The Whistle Blowers Protection Act 2014 is the dedicated legislation that provides the process for reporting and protection of whistleblowers. The statute was passed by the Parliament, but it has not yet been brought into effect. Accordingly, we lack a specific legislation for whistle-blowers. However, we have different legal texts and guidelines in place for whistle blowing. For instance, Section 177 of the Companies Act 2013 read with Regulation 22 of the Securities and Exchange Board of India (SEBI) (Listing Obligations and Disclosure Requirements) Regulations 2018 (LODR) mandate listed companies to implement a vigil mechanism (whistleblowing policy). Moreover, Schedule V of the LODR provides that a listed company is required to disclose the implementation of a whistle blower policy and the extent to which they have complied with the same in their annual report. Such disclosure is a laudable step taken by the SEBI because it will boost the confidence of stakeholders, potential investors, and shareholders of the company regarding the corporate governance structure and the risk management mechanism in the company. Moreover, in 2020, the Ministry of Corporate Affairs issued an order whereby private companies of certain classes were mandated to disclose the details of whistleblower complaints to the auditor. However, the said order does not provide provisions for protection of whistleblowers in a private company.

Moreover, the SEBI (Prohibition of Insider Trading) (Third Amendment) Regulations 2019 introduced Clause IIIA whereby it made provisions for protection of whistleblowers who voluntarily provide original information pertaining to violation of insider trading laws to SEBI. The amendment provides provisions for protection from retaliation and incentivising whistleblowers to report violation or potential violation of insider trading laws. Another important aspect of this amendment is that even if the whistleblower originally provides information to its internal legal compliance committee and subsequently notifies it to the SEBI, it will be eligible for reward by the regulator.

However, the author has also found that there are some lacunas in the existing system. Firstly, it does not impose any civil or criminal liability on the officer in charge who takes retaliatory action against the whistleblower. Secondly, it provides that it is on the discretion of the SEBI to reward the whistleblower, hence even if the whistleblower provides a voluntary original information in good faith which leads to successful enforcement, he might not get the reward which is not the case in the US where it is mandatory upon SEC to reward whistleblowers who fulfill all the required criteria mentioned in the legislation.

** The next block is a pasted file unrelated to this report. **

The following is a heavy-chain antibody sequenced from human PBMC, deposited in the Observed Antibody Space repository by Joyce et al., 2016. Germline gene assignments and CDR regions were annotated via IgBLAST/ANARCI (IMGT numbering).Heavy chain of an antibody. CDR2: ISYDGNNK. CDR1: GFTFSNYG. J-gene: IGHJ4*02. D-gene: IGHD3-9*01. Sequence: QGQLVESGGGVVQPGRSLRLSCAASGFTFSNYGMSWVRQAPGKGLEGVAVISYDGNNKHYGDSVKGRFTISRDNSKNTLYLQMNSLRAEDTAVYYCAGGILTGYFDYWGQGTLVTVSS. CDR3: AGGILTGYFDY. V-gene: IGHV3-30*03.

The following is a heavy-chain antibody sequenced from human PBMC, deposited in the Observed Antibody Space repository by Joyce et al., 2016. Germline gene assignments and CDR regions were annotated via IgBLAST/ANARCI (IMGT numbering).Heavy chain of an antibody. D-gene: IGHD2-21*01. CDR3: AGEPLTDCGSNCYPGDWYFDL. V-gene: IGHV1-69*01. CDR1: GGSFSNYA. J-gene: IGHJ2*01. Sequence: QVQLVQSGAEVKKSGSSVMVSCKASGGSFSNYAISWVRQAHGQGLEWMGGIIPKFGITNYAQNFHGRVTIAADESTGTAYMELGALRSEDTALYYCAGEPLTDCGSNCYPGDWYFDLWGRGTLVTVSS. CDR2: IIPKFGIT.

Suggestive Measures: A Way Forward

The author is of an opinion that there is a dire need to implement a legislation that provides adequate protection to whistleblowers in public unlisted as well as private companies. The legislation should also create a supervisory authority before whom an aggrieved whistleblower can file an appeal if the internal system of a company does not handle the complaint in a reasonable time or mishandles the complaint. To enhance the confidence in public interest whistleblowing, the supervisory authority, similar to other advisory bodies created by several international whistleblowing legislations, should provide advice, information, and support to public interest whistleblowers regarding disclosure of wrongdoing. If the authority finds it proper, it should be allowed to refer the complaints of whistleblowers to the concerned regulatory authorities for proper investigation. The legislation should also make provisions for monetary incentives to whistleblowers who report original information related to the commission of an offence in a public/private organisation which leads to a successful enforcement action. Additionally, the author proposes that either civil or criminal liability should be imposed on the person who imposes discriminatory/disadvantageous measures against the whistleblower because of his public interest whistleblowing.

Second, concerning the securities market, we already have a whistleblowing mechanism in place, but its scope and application is very narrow. The SEBI allows whistleblowers to directly report the violation of insider trading laws to it. Therefore, the author proposes that for other securities laws violations also, whistleblowers should be allowed to directly report to the SEBI. This will provide an alternative mode of reporting to whistleblowers and will extend to them the protection provided by the SEBI.

Lastly, since the SEBI provides incentive in case of whistleblowing of violation of insider trading laws while there is absence of incentive provisions for whistleblowers in other cases, it is suggested that the SEBI brings incentive provisions in case of voluntary reporting of original information pertaining to violation of any securities laws in India leading to successful enforcement and use of the investor protection and education fund for rewarding whistleblowers.